This story Administrator ready to work first appeared on Nanjing Night Net.


   Mar 21

Neighbourhood fence laws under review

Laws surrounding dividing fences are under review in Queensland. Photo: Steven SiewertIt is perhaps the most likely of legal disputes in which many people would find themselves.
Nanjing Night Net

The policing of the property boundary, the root cause of so many neighbourhood disputes, is in the midst of a legal review.

Queensland Law Reform Commission chairman David Jackson said the Neighbourhood Disputes (Dividing Fences and Trees) Act, which passed Parliament in 2011, had been operating for three years.

Former attorney-general Jarrod Bleijie referred the legislation to the QLRC last October.

As such, the QLRC had been asked to review its operation and effectiveness and its discussion paper has since been published for public comment.

“The commission wants to hear the views of the community about how the Act is working in practice and whether it can be improved,” Justice Jackson said.

Justice Jackson said the Act clearly set out what neighbours can and cannot do if a dispute arose.

“The Act provides rules about each neighbour’s responsibility for dividing fences and for trees so that neighbours are able to resolve any issues about dividing fences and trees without a dispute arising,” he said.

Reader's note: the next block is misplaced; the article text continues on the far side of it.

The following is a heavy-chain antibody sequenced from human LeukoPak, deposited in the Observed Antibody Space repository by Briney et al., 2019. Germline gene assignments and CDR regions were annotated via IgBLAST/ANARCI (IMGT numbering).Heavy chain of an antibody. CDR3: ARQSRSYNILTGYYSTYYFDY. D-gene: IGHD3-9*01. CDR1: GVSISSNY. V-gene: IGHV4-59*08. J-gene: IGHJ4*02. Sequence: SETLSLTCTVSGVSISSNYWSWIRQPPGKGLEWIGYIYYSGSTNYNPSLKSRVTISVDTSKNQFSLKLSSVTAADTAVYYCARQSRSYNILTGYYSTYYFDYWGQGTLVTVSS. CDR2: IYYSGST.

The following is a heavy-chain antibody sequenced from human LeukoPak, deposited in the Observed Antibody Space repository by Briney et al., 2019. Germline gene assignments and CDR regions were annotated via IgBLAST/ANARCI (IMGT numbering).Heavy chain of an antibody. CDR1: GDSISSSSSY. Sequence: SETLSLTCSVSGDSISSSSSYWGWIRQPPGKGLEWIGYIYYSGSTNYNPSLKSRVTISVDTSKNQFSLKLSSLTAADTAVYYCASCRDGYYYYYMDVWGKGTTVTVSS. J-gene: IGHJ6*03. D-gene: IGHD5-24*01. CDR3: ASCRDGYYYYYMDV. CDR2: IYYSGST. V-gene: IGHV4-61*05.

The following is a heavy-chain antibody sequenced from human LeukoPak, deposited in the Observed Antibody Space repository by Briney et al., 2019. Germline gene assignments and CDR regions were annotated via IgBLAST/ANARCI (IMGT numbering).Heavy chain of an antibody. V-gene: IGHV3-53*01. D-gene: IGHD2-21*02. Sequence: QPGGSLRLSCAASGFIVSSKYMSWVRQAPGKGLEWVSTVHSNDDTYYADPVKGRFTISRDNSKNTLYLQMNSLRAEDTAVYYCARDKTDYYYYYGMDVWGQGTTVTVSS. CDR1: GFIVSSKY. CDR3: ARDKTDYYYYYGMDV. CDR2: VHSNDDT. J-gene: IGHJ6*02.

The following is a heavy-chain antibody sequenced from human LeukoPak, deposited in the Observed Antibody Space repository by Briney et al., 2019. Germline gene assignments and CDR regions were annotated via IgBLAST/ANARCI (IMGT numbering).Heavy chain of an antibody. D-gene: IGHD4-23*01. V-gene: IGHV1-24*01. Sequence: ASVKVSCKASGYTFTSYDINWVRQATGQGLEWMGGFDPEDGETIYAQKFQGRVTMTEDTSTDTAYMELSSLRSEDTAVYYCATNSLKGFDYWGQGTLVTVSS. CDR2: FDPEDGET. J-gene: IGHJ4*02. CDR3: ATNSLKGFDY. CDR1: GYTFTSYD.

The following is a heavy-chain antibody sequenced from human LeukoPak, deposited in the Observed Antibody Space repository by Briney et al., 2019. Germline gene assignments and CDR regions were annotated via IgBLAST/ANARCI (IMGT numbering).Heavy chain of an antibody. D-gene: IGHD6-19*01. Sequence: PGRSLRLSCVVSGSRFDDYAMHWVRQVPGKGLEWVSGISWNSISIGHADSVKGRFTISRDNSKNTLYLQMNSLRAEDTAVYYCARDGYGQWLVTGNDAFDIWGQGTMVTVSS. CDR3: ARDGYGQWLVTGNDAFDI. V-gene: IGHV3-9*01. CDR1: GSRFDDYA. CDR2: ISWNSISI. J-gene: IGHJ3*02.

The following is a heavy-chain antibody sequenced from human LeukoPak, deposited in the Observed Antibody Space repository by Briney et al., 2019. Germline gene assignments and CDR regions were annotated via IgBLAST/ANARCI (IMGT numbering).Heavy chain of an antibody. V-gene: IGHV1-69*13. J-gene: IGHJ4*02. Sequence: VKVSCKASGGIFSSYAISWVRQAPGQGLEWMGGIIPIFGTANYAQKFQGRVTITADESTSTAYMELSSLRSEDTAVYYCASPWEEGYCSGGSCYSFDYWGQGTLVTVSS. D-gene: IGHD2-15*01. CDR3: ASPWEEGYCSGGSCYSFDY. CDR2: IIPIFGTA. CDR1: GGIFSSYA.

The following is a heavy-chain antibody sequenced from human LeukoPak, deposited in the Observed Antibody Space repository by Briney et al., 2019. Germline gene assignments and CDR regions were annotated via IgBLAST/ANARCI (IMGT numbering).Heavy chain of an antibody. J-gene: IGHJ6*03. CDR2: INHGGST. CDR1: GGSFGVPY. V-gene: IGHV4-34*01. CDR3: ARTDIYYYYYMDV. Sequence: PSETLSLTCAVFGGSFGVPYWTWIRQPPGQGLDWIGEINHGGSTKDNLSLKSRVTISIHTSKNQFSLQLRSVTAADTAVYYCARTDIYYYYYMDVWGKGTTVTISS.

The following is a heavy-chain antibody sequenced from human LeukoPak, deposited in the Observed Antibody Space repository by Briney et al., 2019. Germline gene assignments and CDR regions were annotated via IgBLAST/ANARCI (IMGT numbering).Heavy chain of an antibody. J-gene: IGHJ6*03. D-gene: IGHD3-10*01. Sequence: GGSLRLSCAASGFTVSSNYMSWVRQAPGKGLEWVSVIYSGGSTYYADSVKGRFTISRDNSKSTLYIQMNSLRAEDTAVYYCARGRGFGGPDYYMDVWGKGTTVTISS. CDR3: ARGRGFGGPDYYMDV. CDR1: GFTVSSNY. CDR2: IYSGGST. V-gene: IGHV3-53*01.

“Where neighbours are not able to resolve those issues, the Act has different mechanisms to help neighbours facilitate the resolution of any disputes about dividing fences or trees.”

Among the review’s terms of reference were: Whether the allocation of responsibilities, liabilities and rights under the Act promoted resolution by neighbours of issues relating to dividing fences and trees;Whether dispute resolution processes under the Act were fair, just and effective;The simplicity and ease of use of the Act for members of the community;Whether the Act provided the Queensland Civil and Administrative Tribunal with sufficient powers to resolve issues;The remedies and penalties provided in the Act;QCAT’s power to make orders to protect the severe obstruction of a view;The ability of a neighbour to serve a notice on a tree owner to prune overhanging branches; and Whether the scope of the Act should be expanded to include disputes about retaining walls built on neighbouring properties’ boundaries.

The deadline for public submissions is Monday, August 10.

For independent news coverage, be sure to follow our Facebook feed.

This story Administrator ready to work first appeared on Nanjing Night Net.


   Mar 21

Racially abused Aboriginal girl finally meets Queen Elsa

Three-year-old Samara Muir, who was racially vilified at a Disney Frozen event in May, attends a Melbourne high tea to meet the Norwegian sisters she adores, ‘Anna’ and ‘Elsa’. Photo: Arsineh HouspianA three-year-old Aboriginalgirlwho was racially vilified at a Frozen-themedchildren’sfunction last month had one thing she wantedto say to her favourite film character, Queen Elsa ofArendelle, when she finally got to meet her: “I love you”.
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After being specially invited toa Frozenhigh tea at the Langham hotel, Samara Muir was excited to meet a “real-life”Queen Elsa, telling the ruler thatshe admired her strength and her magical ability to manipulate ice from her hands.